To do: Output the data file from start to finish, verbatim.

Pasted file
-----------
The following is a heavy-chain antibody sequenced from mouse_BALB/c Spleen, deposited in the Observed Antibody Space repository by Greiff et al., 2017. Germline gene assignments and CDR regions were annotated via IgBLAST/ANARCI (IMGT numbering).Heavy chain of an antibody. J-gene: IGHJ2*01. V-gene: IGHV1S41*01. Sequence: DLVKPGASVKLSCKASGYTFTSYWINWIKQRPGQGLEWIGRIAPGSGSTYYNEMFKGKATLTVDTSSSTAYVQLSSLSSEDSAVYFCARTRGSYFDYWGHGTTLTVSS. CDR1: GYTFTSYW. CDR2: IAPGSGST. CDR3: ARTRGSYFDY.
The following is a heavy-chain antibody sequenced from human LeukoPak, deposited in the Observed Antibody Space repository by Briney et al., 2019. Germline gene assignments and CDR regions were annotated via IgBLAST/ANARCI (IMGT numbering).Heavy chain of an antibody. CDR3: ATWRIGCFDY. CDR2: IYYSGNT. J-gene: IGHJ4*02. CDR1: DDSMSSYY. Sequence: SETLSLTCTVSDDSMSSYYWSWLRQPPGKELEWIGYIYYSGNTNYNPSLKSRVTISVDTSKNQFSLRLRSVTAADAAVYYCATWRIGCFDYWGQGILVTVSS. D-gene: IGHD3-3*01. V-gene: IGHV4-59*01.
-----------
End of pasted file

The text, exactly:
The following is a heavy-chain antibody sequenced from mouse_BALB/c Spleen, deposited in the Observed Antibody Space repository by Greiff et al., 2017. Germline gene assignments and CDR regions were annotated via IgBLAST/ANARCI (IMGT numbering).Heavy chain of an antibody. J-gene: IGHJ2*01. V-gene: IGHV1S41*01. Sequence: DLVKPGASVKLSCKASGYTFTSYWINWIKQRPGQGLEWIGRIAPGSGSTYYNEMFKGKATLTVDTSSSTAYVQLSSLSSEDSAVYFCARTRGSYFDYWGHGTTLTVSS. CDR1: GYTFTSYW. CDR2: IAPGSGST. CDR3: ARTRGSYFDY.
The following is a heavy-chain antibody sequenced from human LeukoPak, deposited in the Observed Antibody Space repository by Briney et al., 2019. Germline gene assignments and CDR regions were annotated via IgBLAST/ANARCI (IMGT numbering).Heavy chain of an antibody. CDR3: ATWRIGCFDY. CDR2: IYYSGNT. J-gene: IGHJ4*02. CDR1: DDSMSSYY. Sequence: SETLSLTCTVSDDSMSSYYWSWLRQPPGKELEWIGYIYYSGNTNYNPSLKSRVTISVDTSKNQFSLRLRSVTAADAAVYYCATWRIGCFDYWGQGILVTVSS. D-gene: IGHD3-3*01. V-gene: IGHV4-59*01.